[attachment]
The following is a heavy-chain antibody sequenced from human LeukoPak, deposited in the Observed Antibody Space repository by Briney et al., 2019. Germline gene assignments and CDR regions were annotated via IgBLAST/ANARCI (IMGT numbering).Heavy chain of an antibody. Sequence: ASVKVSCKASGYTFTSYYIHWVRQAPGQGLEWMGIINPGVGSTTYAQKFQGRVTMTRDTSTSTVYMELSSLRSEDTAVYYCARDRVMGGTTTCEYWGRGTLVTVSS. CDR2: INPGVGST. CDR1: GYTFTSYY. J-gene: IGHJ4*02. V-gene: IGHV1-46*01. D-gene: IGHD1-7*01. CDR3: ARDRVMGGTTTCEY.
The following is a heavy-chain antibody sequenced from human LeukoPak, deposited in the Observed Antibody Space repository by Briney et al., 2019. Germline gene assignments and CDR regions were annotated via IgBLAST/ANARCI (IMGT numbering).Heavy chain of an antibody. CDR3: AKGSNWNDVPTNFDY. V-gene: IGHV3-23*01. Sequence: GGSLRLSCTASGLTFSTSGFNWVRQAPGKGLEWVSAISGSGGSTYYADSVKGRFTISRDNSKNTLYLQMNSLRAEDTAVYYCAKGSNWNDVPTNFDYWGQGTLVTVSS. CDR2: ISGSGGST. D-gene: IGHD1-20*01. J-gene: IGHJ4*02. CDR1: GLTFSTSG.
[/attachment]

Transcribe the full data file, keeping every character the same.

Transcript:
The following is a heavy-chain antibody sequenced from human LeukoPak, deposited in the Observed Antibody Space repository by Briney et al., 2019. Germline gene assignments and CDR regions were annotated via IgBLAST/ANARCI (IMGT numbering).Heavy chain of an antibody. Sequence: ASVKVSCKASGYTFTSYYIHWVRQAPGQGLEWMGIINPGVGSTTYAQKFQGRVTMTRDTSTSTVYMELSSLRSEDTAVYYCARDRVMGGTTTCEYWGRGTLVTVSS. CDR2: INPGVGST. CDR1: GYTFTSYY. J-gene: IGHJ4*02. V-gene: IGHV1-46*01. D-gene: IGHD1-7*01. CDR3: ARDRVMGGTTTCEY.
The following is a heavy-chain antibody sequenced from human LeukoPak, deposited in the Observed Antibody Space repository by Briney et al., 2019. Germline gene assignments and CDR regions were annotated via IgBLAST/ANARCI (IMGT numbering).Heavy chain of an antibody. CDR3: AKGSNWNDVPTNFDY. V-gene: IGHV3-23*01. Sequence: GGSLRLSCTASGLTFSTSGFNWVRQAPGKGLEWVSAISGSGGSTYYADSVKGRFTISRDNSKNTLYLQMNSLRAEDTAVYYCAKGSNWNDVPTNFDYWGQGTLVTVSS. CDR2: ISGSGGST. D-gene: IGHD1-20*01. J-gene: IGHJ4*02. CDR1: GLTFSTSG.